04 of 11

Aloe Vera

aloe plant in terra cotta pot on table near window


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  • Botanical name: Aloe barbadensis
  • Sun exposure: Bright, indirect light to full sun
  • Soil type: Bright, indirect light to some direct sunlight
  • Soil pH: 7.0-8.5

In addition to its versatility and drought tolerance, you can't beat one of aloe vera plants' unique benefits: the gel inside its leaves is great for your skin. This spiky succulent is very forgiving in terms of neglect, so if you forget to water it for a few weeks, it should be just fine.

Another bonus to an aloe plant? You can put it in places with direct sun, such as a south or west-facing window, or in spots with good indirect light.

05 of 11

Jade Plant

gollum jade plant growing in white pot on windowsill

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  • Botanical name: Crassula ovata or C. argentea
  • Sun exposure: Bright, indirect light to full sun
  • Soil type: Well-drained soil like cactus or succulent mix
  • Soil pH: 6.1-6.3

This charming succulent is a houseplant staple for good reason: its attractive oval-shaped leaves, its ability to adapt to different conditions, and its ability to go without water for weeks at a time.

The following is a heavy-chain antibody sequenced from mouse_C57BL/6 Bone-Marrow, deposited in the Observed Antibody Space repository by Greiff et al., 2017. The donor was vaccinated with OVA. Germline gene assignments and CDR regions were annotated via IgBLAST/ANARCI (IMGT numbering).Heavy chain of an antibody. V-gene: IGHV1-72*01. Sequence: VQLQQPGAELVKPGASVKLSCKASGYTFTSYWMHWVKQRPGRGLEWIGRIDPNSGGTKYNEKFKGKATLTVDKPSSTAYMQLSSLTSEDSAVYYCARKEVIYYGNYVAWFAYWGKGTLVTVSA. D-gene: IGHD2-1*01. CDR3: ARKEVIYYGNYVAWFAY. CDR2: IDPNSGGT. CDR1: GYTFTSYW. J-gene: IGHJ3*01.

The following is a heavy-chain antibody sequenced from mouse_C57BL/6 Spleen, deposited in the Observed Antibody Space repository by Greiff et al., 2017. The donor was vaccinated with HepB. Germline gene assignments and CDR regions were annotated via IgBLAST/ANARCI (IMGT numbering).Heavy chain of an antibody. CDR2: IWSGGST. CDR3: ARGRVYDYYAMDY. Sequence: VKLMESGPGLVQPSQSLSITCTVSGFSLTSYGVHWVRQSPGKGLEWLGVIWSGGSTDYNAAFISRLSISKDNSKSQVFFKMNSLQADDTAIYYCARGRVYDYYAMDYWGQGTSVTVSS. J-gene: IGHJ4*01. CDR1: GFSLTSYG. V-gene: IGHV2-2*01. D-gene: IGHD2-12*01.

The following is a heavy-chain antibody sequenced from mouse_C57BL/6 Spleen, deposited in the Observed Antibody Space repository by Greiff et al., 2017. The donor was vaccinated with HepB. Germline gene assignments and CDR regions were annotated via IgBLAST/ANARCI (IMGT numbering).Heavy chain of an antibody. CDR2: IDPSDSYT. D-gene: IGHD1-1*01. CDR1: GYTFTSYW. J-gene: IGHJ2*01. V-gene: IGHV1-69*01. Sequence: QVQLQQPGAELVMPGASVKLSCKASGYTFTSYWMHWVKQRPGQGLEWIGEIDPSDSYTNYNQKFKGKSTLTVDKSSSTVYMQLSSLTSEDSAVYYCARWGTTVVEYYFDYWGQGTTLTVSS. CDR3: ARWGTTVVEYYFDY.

Jade plants are also very easy to propagate—just pull off a leaf, set it on dry soil, and watch a tiny plantlet grow from its tip. This plant is also said to bring good fortune—something we can all use while we're working away at our desks.

06 of 11

ZZ Plant

small zz plant with green leaves and tan stems in yellow pot with terra cotta pots behind it


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  • Botanical name: Zamioculcas zamiifolia
  • Sun exposure: Low to bright indirect light
  • Soil type: Commercial potting mix
  • Soil pH: 6.0-7.0

Another houseplant that's great for your desk, the ZZ plant is about as fuss-free as they come—and with its shiny, frondlike leaves and upright growth habit it's, also one of the prettiest.

You're more likely to overwater this plant than underwater it, so if you notice yellowing leaves and the soil is still moist, that's a sign to let the plant dry out and water less frequently.

07 of 11

English Ivy

green and white english ivy plant in white pot on white background

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  • Botanical name: Hedera helix
  • Sun exposure: Low to bright indirect light
  • Soil type: Rich, moist, well-drained soil
  • Soil pH: 5.5-6.5

There's nothing like an elegant, trailing plant to add some sophistication to a space. Houseplant varieties of English ivy make an excellent option to trail down the side of your desk, down your bookshelf, or over your desk in a hanging basket. You can also give them a stake, trellis, or pole to climb so that they grow up, not down.

Take note that in some places, English ivy is an invasive plant and has been outlawed, so it's a good idea to make sure it's legal where you live before spending part of your precious houseplant budget.

08 of 11

African Violet